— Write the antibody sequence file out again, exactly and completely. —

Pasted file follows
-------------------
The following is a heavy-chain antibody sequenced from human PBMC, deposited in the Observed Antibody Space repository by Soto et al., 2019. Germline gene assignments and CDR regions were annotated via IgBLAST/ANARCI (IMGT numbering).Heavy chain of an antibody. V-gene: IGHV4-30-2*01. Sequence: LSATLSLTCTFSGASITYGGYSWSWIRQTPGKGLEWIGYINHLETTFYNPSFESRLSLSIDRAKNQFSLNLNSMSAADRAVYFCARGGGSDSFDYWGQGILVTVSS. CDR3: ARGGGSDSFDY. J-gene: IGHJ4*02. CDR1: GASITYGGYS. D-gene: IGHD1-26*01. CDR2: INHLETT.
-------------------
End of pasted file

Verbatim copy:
The following is a heavy-chain antibody sequenced from human PBMC, deposited in the Observed Antibody Space repository by Soto et al., 2019. Germline gene assignments and CDR regions were annotated via IgBLAST/ANARCI (IMGT numbering).Heavy chain of an antibody. V-gene: IGHV4-30-2*01. Sequence: LSATLSLTCTFSGASITYGGYSWSWIRQTPGKGLEWIGYINHLETTFYNPSFESRLSLSIDRAKNQFSLNLNSMSAADRAVYFCARGGGSDSFDYWGQGILVTVSS. CDR3: ARGGGSDSFDY. J-gene: IGHJ4*02. CDR1: GASITYGGYS. D-gene: IGHD1-26*01. CDR2: INHLETT.